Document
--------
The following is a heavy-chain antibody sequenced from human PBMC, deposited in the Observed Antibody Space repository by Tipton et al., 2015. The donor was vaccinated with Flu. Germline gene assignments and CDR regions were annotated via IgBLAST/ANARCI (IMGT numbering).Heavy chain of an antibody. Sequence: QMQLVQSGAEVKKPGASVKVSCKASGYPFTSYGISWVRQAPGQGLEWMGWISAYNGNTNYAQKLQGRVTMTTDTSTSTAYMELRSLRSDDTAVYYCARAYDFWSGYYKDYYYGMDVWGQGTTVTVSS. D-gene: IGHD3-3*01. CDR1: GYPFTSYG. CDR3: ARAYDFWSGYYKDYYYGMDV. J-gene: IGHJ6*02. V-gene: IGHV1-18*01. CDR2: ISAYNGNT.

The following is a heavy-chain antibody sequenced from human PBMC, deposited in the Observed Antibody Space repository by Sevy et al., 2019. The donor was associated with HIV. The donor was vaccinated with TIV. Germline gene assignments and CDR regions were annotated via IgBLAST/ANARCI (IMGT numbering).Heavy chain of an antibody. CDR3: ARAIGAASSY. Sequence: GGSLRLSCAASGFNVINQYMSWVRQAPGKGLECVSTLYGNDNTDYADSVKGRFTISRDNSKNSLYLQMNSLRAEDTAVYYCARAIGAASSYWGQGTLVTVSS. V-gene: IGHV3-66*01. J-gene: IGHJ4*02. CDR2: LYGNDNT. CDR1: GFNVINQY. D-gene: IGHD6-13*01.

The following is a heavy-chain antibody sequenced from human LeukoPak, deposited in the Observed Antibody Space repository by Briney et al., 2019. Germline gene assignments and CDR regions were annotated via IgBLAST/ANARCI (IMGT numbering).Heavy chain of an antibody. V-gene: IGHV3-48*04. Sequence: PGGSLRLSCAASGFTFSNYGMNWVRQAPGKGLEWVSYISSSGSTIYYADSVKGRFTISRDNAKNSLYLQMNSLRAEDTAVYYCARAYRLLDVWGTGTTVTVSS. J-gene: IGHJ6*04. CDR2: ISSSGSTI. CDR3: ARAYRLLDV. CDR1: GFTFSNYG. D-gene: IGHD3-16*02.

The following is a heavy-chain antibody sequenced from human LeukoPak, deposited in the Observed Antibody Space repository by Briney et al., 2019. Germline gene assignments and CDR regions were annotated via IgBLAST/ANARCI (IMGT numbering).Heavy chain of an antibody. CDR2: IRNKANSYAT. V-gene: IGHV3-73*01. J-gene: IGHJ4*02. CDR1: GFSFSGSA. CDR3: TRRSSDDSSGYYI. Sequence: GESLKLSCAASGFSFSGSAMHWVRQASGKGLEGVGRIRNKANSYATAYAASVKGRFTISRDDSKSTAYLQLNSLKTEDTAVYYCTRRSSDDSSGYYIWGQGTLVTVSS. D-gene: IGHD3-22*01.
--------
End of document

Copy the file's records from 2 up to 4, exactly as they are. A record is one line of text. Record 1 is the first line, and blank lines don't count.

The following is a heavy-chain antibody sequenced from human PBMC, deposited in the Observed Antibody Space repository by Sevy et al., 2019. The donor was associated with HIV. The donor was vaccinated with TIV. Germline gene assignments and CDR regions were annotated via IgBLAST/ANARCI (IMGT numbering).Heavy chain of an antibody. CDR3: ARAIGAASSY. Sequence: GGSLRLSCAASGFNVINQYMSWVRQAPGKGLECVSTLYGNDNTDYADSVKGRFTISRDNSKNSLYLQMNSLRAEDTAVYYCARAIGAASSYWGQGTLVTVSS. V-gene: IGHV3-66*01. J-gene: IGHJ4*02. CDR2: LYGNDNT. CDR1: GFNVINQY. D-gene: IGHD6-13*01.

The following is a heavy-chain antibody sequenced from human LeukoPak, deposited in the Observed Antibody Space repository by Briney et al., 2019. Germline gene assignments and CDR regions were annotated via IgBLAST/ANARCI (IMGT numbering).Heavy chain of an antibody. V-gene: IGHV3-48*04. Sequence: PGGSLRLSCAASGFTFSNYGMNWVRQAPGKGLEWVSYISSSGSTIYYADSVKGRFTISRDNAKNSLYLQMNSLRAEDTAVYYCARAYRLLDVWGTGTTVTVSS. J-gene: IGHJ6*04. CDR2: ISSSGSTI. CDR3: ARAYRLLDV. CDR1: GFTFSNYG. D-gene: IGHD3-16*02.

The following is a heavy-chain antibody sequenced from human LeukoPak, deposited in the Observed Antibody Space repository by Briney et al., 2019. Germline gene assignments and CDR regions were annotated via IgBLAST/ANARCI (IMGT numbering).Heavy chain of an antibody. CDR2: IRNKANSYAT. V-gene: IGHV3-73*01. J-gene: IGHJ4*02. CDR1: GFSFSGSA. CDR3: TRRSSDDSSGYYI. Sequence: GESLKLSCAASGFSFSGSAMHWVRQASGKGLEGVGRIRNKANSYATAYAASVKGRFTISRDDSKSTAYLQLNSLKTEDTAVYYCTRRSSDDSSGYYIWGQGTLVTVSS. D-gene: IGHD3-22*01.